Rethinking School Readiness for Children with Additional Needs
With the new school year fast approaching, a new cohort of young students are set to attend ‘big school’ for the first time.
Some kids will enter cautiously and some will run in with barely a wave. Supporting this group are their families and you, their early childhood education and care (ECEC) nurturers. I use the word ‘nurturers’ because I want to emphasise the word ‘care’ in ECEC. I do this not because education isn’t an important part but because, as you will read, care and connection hold primacy in nurturing young minds to be ready to take the next step in learning and growing. This is even more true when supporting children who have neurodiverse brains, including children with additional needs.
In discussions about school readiness, there tends to be a focus on academics and developing skills, like writing your name, counting and naming colours. However, as a paediatric occupational therapist with over two decades of experience, I propose that true school readiness transcends these checklists. It’s less about academics and more about a child’s capacity to feel safe and emotionally connected, and only then can they truly begin to engage in learning.
When contemplating school readiness one might ask, “What is the purpose of school?” The initial response is often “to educate”. Yet on deeper reflection, what we really seek is to foster successful, happy adults. Our heart knows that the goal of a successful life is, as our American friends might say, the ‘pursuit of happiness.’ That is what we want for our kids, regardless of their needs and abilities. Yet, there’s a discrepancy between this heartfelt goal and our head-driven focus on skills and metrics. The research has supported the instincts of our heart for a long time and yet our academic heads are often hard to convince. Willard W Hartup put it beautifully: “The single best childhood predictor of adult adaptation is not school grades and classroom behaviour, but rather, the adequacy with which the child gets along with other children.” I take this a step further to say that the starting place is connecting with the key adults in their lives.
For children, particularly those with additional needs, success in school is not a solitary journey but a collaborative effort. ECEC providers can begin this collaborative process by collaborating with the child’s family and team including speech pathologists, occupational therapists, psychologists and physiotherapists, in order to understand the child’s unique profile.
In my new book Challenging the Story: A Surprisingly Simple Approach to Supporting Children with Challenging Behaviours, Jenny is a first-grade teacher navigating the complexities of supporting children who have a range of needs. Through her journey, the book illustrates the importance of community, collaboration, and seeing the child beyond the behaviour. For Jenny, supporting children involves more than individual strategies; it’s about connecting, understanding, and adapting to each child’s unique needs. She collaborates with one of her students, his parents and even engages the wider school community in strategies to support his success. Jenny learns to reflect on the behaviours she sees objectively so that she can understand ‘why’ the child is behaving the way they are, and then supporting the child in their needs, and at their developmental level.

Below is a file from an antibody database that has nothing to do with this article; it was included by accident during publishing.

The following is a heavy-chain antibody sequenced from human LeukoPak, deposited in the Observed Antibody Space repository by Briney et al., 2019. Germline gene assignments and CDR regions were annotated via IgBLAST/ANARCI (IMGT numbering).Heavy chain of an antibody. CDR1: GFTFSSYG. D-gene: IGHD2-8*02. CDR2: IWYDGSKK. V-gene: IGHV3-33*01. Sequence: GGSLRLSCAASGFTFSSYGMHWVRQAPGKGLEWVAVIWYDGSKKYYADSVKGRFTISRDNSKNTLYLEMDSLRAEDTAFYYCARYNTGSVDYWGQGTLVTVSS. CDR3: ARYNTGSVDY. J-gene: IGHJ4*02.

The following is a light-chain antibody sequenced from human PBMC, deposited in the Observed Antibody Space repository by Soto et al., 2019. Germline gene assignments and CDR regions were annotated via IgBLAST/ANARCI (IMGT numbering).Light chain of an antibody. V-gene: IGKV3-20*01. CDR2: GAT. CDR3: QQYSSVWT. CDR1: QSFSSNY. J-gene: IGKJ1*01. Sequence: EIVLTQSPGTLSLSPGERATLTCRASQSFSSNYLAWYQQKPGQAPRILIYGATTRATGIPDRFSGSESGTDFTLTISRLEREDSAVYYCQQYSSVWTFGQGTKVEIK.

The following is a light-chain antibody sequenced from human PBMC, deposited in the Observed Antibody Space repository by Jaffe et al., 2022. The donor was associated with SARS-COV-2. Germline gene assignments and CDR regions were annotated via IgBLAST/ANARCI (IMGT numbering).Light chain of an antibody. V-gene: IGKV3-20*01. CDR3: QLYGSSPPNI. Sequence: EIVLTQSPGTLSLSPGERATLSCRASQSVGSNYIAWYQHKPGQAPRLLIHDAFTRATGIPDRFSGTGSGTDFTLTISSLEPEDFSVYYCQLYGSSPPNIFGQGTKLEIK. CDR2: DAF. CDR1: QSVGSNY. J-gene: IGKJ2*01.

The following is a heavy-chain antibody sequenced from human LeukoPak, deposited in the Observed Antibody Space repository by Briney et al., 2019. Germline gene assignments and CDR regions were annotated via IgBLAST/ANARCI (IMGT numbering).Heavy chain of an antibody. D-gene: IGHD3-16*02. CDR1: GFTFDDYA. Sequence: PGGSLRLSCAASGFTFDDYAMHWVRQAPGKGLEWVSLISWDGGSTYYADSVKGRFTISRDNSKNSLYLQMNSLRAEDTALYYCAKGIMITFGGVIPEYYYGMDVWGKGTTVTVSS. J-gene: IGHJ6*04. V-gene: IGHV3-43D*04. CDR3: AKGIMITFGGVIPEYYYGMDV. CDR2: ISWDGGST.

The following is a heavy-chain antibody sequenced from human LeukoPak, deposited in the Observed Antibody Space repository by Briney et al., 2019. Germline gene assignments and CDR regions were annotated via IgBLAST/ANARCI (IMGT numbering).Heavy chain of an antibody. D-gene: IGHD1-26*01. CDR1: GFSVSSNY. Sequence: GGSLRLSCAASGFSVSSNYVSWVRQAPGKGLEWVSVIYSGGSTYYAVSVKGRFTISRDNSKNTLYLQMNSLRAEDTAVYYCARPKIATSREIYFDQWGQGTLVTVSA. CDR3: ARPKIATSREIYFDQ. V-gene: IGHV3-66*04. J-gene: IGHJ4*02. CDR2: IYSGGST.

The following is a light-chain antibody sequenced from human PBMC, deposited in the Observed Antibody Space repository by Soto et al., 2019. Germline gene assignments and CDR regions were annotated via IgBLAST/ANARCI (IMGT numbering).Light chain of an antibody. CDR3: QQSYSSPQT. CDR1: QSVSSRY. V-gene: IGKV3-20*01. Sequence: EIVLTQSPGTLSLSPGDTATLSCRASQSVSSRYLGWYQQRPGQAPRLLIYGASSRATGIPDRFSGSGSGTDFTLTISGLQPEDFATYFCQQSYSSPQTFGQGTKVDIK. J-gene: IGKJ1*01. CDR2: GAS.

So, what can educators and caregivers do to prepare children with diverse needs for school?
Focus on connection: Support the development of shared engagement and create a safe space where children can learn, and feel safe to seek and accept help. Ultimately, school readiness is about fostering a child’s innate curiosity and desire to learn. As adults, our role is to facilitate this journey with empathy, understanding and a willingness to connect.
Focus on development over age: Development develops, it isn’t taught. We need to support children at their developmental level and foster growth from their current abilities, rather than their chronological age. The priority is social-emotional development. Being able to connect, engage, and seek support are far more important than fine or gross motor skills or understanding cognitive concepts when we are considering readiness for school.
Reading Cues: ECEC providers can support children by reading their cues and helping them understand their own body’s cues. “Your body is wriggling – I’m wondering if you need to go to the bathroom?” We can also help them read the cues of others, supporting understanding and engagement.
Communication: With the child’s team, we can help them to develop communication strategies including words, actions, visuals, and Augmentative and Alternative Communication (AAC), so they can communicate their needs and ask for help.
Meaningful engagement: Once children are feeling safe and connected, ECEC providers can support children by offering opportunities to explore and develop a love of learning, particularly through incorporating their interests in learning.
Above all else, we need to get down on their level and connect with the child. Even short moments of shared connection (10-20 seconds) light up the neural wiring of connection and build safety and trust in caring adults. Children with additional needs need their ECEC nurturers to support them to feel safe and connected, and then to develop a love of learning. This is the state where they can learn – the state where their brains are ready for school.
Dave Jereb is a Paediatric Occupational Therapist with over two decades of experience, Co-Founder of MoveAbout Therapy Services and the author of Challenging the Story: A Surprisingly Simple Approach to Supporting Children with Challenging Behaviours.
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